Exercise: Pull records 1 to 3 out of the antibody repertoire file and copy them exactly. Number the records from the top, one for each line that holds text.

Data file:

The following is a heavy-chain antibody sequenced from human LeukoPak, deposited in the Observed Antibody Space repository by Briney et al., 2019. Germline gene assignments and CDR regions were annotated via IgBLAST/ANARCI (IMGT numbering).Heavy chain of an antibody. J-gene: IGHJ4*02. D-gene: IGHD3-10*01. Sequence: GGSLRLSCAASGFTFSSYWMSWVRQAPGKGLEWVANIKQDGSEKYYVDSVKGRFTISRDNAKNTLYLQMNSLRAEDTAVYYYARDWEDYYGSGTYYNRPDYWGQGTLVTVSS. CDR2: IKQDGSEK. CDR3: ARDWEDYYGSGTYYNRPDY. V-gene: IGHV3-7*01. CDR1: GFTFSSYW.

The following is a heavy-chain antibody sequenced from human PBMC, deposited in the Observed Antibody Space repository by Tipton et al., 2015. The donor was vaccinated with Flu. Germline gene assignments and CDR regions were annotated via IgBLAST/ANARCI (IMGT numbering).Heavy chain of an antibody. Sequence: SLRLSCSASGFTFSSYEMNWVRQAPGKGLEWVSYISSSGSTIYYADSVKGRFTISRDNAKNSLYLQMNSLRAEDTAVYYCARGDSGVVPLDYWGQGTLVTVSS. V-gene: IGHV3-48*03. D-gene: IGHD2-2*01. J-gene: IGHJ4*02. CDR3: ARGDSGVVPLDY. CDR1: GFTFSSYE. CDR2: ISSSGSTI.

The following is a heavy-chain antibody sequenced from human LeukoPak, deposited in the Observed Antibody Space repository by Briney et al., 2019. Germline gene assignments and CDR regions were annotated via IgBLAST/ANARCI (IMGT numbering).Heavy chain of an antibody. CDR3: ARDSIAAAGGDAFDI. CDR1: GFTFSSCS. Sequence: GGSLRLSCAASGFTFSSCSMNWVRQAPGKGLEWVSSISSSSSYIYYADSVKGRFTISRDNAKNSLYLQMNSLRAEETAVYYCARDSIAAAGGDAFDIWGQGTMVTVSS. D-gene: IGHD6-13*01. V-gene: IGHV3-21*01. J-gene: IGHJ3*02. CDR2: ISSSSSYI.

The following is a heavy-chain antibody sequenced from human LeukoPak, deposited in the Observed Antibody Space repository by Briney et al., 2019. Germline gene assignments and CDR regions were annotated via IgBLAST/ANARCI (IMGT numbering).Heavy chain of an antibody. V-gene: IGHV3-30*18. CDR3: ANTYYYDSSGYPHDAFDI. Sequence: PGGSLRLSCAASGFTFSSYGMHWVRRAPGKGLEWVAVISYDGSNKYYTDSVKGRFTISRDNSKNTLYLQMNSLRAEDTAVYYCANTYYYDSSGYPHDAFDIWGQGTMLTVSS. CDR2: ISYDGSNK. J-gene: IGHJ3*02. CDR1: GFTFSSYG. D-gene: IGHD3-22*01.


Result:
The following is a heavy-chain antibody sequenced from human LeukoPak, deposited in the Observed Antibody Space repository by Briney et al., 2019. Germline gene assignments and CDR regions were annotated via IgBLAST/ANARCI (IMGT numbering).Heavy chain of an antibody. J-gene: IGHJ4*02. D-gene: IGHD3-10*01. Sequence: GGSLRLSCAASGFTFSSYWMSWVRQAPGKGLEWVANIKQDGSEKYYVDSVKGRFTISRDNAKNTLYLQMNSLRAEDTAVYYYARDWEDYYGSGTYYNRPDYWGQGTLVTVSS. CDR2: IKQDGSEK. CDR3: ARDWEDYYGSGTYYNRPDY. V-gene: IGHV3-7*01. CDR1: GFTFSSYW.

The following is a heavy-chain antibody sequenced from human PBMC, deposited in the Observed Antibody Space repository by Tipton et al., 2015. The donor was vaccinated with Flu. Germline gene assignments and CDR regions were annotated via IgBLAST/ANARCI (IMGT numbering).Heavy chain of an antibody. Sequence: SLRLSCSASGFTFSSYEMNWVRQAPGKGLEWVSYISSSGSTIYYADSVKGRFTISRDNAKNSLYLQMNSLRAEDTAVYYCARGDSGVVPLDYWGQGTLVTVSS. V-gene: IGHV3-48*03. D-gene: IGHD2-2*01. J-gene: IGHJ4*02. CDR3: ARGDSGVVPLDY. CDR1: GFTFSSYE. CDR2: ISSSGSTI.

The following is a heavy-chain antibody sequenced from human LeukoPak, deposited in the Observed Antibody Space repository by Briney et al., 2019. Germline gene assignments and CDR regions were annotated via IgBLAST/ANARCI (IMGT numbering).Heavy chain of an antibody. CDR3: ARDSIAAAGGDAFDI. CDR1: GFTFSSCS. Sequence: GGSLRLSCAASGFTFSSCSMNWVRQAPGKGLEWVSSISSSSSYIYYADSVKGRFTISRDNAKNSLYLQMNSLRAEETAVYYCARDSIAAAGGDAFDIWGQGTMVTVSS. D-gene: IGHD6-13*01. V-gene: IGHV3-21*01. J-gene: IGHJ3*02. CDR2: ISSSSSYI.